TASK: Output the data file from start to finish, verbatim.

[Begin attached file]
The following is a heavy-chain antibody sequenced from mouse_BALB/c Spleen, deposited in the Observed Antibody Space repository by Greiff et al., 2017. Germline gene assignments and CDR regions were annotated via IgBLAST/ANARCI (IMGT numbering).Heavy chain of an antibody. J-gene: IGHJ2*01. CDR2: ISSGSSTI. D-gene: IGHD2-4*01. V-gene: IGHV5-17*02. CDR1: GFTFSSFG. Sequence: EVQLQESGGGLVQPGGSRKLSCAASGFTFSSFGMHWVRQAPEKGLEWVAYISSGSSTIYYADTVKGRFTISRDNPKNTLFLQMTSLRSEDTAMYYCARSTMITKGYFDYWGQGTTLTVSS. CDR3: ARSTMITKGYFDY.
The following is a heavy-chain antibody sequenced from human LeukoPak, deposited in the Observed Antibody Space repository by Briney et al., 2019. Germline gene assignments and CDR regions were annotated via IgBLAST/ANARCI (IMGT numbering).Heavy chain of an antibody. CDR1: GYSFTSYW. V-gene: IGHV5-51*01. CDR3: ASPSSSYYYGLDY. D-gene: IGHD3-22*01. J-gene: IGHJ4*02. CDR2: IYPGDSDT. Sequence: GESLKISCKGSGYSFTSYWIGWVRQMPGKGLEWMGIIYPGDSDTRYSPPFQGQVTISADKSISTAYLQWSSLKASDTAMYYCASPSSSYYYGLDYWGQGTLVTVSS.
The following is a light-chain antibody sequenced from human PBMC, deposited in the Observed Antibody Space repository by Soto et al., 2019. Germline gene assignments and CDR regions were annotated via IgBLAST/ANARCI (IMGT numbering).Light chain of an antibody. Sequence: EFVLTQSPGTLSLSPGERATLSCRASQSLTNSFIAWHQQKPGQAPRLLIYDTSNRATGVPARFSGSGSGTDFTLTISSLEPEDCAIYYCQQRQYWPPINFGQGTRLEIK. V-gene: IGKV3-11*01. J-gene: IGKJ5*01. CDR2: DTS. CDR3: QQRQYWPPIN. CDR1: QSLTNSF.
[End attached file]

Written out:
The following is a heavy-chain antibody sequenced from mouse_BALB/c Spleen, deposited in the Observed Antibody Space repository by Greiff et al., 2017. Germline gene assignments and CDR regions were annotated via IgBLAST/ANARCI (IMGT numbering).Heavy chain of an antibody. J-gene: IGHJ2*01. CDR2: ISSGSSTI. D-gene: IGHD2-4*01. V-gene: IGHV5-17*02. CDR1: GFTFSSFG. Sequence: EVQLQESGGGLVQPGGSRKLSCAASGFTFSSFGMHWVRQAPEKGLEWVAYISSGSSTIYYADTVKGRFTISRDNPKNTLFLQMTSLRSEDTAMYYCARSTMITKGYFDYWGQGTTLTVSS. CDR3: ARSTMITKGYFDY.
The following is a heavy-chain antibody sequenced from human LeukoPak, deposited in the Observed Antibody Space repository by Briney et al., 2019. Germline gene assignments and CDR regions were annotated via IgBLAST/ANARCI (IMGT numbering).Heavy chain of an antibody. CDR1: GYSFTSYW. V-gene: IGHV5-51*01. CDR3: ASPSSSYYYGLDY. D-gene: IGHD3-22*01. J-gene: IGHJ4*02. CDR2: IYPGDSDT. Sequence: GESLKISCKGSGYSFTSYWIGWVRQMPGKGLEWMGIIYPGDSDTRYSPPFQGQVTISADKSISTAYLQWSSLKASDTAMYYCASPSSSYYYGLDYWGQGTLVTVSS.
The following is a light-chain antibody sequenced from human PBMC, deposited in the Observed Antibody Space repository by Soto et al., 2019. Germline gene assignments and CDR regions were annotated via IgBLAST/ANARCI (IMGT numbering).Light chain of an antibody. Sequence: EFVLTQSPGTLSLSPGERATLSCRASQSLTNSFIAWHQQKPGQAPRLLIYDTSNRATGVPARFSGSGSGTDFTLTISSLEPEDCAIYYCQQRQYWPPINFGQGTRLEIK. V-gene: IGKV3-11*01. J-gene: IGKJ5*01. CDR2: DTS. CDR3: QQRQYWPPIN. CDR1: QSLTNSF.